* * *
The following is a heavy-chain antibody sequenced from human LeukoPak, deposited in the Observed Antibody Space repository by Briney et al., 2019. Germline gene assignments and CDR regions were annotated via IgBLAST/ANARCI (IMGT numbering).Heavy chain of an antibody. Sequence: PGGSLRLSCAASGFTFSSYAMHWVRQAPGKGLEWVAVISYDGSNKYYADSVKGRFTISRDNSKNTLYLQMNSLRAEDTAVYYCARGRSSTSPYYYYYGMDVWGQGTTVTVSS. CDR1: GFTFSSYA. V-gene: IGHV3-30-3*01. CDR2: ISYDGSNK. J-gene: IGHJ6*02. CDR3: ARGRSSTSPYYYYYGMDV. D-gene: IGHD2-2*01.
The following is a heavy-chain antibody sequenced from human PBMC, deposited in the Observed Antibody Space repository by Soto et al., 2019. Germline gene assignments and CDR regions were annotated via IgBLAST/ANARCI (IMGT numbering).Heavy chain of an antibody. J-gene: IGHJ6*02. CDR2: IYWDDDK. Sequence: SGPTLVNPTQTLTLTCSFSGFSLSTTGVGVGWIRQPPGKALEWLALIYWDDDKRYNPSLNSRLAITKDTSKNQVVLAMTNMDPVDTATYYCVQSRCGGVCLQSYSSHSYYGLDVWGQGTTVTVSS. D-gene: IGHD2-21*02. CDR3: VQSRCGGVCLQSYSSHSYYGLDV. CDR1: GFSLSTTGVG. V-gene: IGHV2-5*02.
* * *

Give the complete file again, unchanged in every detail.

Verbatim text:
The following is a heavy-chain antibody sequenced from human LeukoPak, deposited in the Observed Antibody Space repository by Briney et al., 2019. Germline gene assignments and CDR regions were annotated via IgBLAST/ANARCI (IMGT numbering).Heavy chain of an antibody. Sequence: PGGSLRLSCAASGFTFSSYAMHWVRQAPGKGLEWVAVISYDGSNKYYADSVKGRFTISRDNSKNTLYLQMNSLRAEDTAVYYCARGRSSTSPYYYYYGMDVWGQGTTVTVSS. CDR1: GFTFSSYA. V-gene: IGHV3-30-3*01. CDR2: ISYDGSNK. J-gene: IGHJ6*02. CDR3: ARGRSSTSPYYYYYGMDV. D-gene: IGHD2-2*01.
The following is a heavy-chain antibody sequenced from human PBMC, deposited in the Observed Antibody Space repository by Soto et al., 2019. Germline gene assignments and CDR regions were annotated via IgBLAST/ANARCI (IMGT numbering).Heavy chain of an antibody. J-gene: IGHJ6*02. CDR2: IYWDDDK. Sequence: SGPTLVNPTQTLTLTCSFSGFSLSTTGVGVGWIRQPPGKALEWLALIYWDDDKRYNPSLNSRLAITKDTSKNQVVLAMTNMDPVDTATYYCVQSRCGGVCLQSYSSHSYYGLDVWGQGTTVTVSS. D-gene: IGHD2-21*02. CDR3: VQSRCGGVCLQSYSSHSYYGLDV. CDR1: GFSLSTTGVG. V-gene: IGHV2-5*02.